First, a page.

David Beroff (d4b) wrote,
David Beroff

On the benefits of breathing

As I mentioned, for my one "big" voice-acting client, I tend to make one error per thousand words or so. It's usually far easier/quicker/cheaper to try to use Audacity to find a way to correct the mistake, rather than have to re-record it. I'm starting to grow adept at being able to copy/paste individual sounds/syllables from elsewhere in an audio to where they're needed. The corrections may not be perfect, but most people are just not going to notice nor care about a few tenths of a second here and there within several hours' worth of audio.

The more I learn to copy/paste, the more aware I've become about breathing patterns. The same word will sound different depending on where it falls within a phrase or sentence, so it's often not enough to just find the exact same syllable/word to copy/paste. No, I don't have an answer to that, although I'm starting to wonder if there's an easy Audacity effect that might be available to transform the subtle changes in pitch and volume as needed.

It reminds me of when I had a brief, ill-fated gig trying to sell office products door-to-door to Philadelphia businesses in August '08. I was hoping then that learning a few words of Mandarin niceties would help me to (literally) get my foot in the door in Chinatown. I had absolutely no delusions of learning the entire language; I was just trying to show that I was making a fair effort. (I've always been very poor at learning natural languages.)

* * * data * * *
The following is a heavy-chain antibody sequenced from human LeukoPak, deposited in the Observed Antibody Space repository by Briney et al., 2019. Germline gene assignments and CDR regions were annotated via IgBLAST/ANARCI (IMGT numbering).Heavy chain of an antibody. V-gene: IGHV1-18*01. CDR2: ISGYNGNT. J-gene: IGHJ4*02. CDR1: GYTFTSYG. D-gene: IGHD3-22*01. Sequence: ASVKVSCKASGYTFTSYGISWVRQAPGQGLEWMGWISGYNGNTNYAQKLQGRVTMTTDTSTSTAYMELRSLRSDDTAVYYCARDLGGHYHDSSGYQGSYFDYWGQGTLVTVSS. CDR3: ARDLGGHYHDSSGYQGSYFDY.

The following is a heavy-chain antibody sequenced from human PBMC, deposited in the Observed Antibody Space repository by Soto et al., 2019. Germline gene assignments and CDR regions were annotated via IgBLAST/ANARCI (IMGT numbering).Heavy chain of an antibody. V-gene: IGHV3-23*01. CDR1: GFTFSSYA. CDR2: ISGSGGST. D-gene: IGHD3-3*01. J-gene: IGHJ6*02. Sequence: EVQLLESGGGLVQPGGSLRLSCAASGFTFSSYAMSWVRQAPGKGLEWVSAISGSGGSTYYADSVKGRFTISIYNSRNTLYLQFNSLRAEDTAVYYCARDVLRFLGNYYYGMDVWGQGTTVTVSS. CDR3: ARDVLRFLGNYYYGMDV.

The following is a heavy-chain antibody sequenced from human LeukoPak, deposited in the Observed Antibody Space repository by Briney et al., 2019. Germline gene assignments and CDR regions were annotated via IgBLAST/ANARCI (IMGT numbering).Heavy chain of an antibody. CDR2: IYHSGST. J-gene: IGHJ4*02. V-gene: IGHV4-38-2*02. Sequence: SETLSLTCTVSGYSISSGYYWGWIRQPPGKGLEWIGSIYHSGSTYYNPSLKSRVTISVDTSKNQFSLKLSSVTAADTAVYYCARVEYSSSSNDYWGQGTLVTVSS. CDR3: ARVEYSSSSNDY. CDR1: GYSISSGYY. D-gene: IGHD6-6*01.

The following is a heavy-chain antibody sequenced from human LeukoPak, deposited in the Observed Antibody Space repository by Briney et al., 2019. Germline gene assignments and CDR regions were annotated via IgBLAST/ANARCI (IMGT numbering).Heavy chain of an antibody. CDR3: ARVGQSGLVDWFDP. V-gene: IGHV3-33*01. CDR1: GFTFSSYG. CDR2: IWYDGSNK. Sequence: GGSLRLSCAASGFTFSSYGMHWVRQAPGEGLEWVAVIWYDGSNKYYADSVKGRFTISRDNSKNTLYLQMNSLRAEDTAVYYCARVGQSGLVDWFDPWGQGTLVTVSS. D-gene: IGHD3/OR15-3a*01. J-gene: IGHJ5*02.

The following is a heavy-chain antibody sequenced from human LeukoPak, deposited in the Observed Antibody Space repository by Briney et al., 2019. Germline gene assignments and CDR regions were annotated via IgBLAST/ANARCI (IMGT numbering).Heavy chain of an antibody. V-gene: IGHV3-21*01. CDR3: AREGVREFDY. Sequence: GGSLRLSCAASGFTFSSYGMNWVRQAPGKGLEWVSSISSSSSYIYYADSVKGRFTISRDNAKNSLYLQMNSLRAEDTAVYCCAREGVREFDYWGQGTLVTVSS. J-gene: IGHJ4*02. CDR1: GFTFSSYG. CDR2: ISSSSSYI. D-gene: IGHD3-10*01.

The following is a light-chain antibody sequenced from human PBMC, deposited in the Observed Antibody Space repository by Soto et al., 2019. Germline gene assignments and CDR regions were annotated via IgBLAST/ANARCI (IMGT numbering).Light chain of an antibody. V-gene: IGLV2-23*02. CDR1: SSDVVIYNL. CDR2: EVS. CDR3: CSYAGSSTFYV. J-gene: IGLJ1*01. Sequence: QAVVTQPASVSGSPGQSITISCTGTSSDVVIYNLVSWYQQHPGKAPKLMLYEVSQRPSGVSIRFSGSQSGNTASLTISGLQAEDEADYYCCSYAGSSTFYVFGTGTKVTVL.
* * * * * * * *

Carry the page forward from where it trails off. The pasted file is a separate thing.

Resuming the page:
One point that I did grasp, (with much patient help from others), is that the four-tone system is absolutely critical. Each word has a completely different meaning, depending on which tones are used, and failure to understand this means that one would utter gibberish, even if every consonant and vowel were reproduced precisely right.

This young lady demonstrates the idea very well, and quickly, using the minimal existing connections between tonality and meaning in American English:

If I got the video embed codes wrong, start at 1:09. You don't have to watch the entire video to get the general idea.

Image source: Mandarin Chinese Phonetics
Tags: english teaching, video, voice
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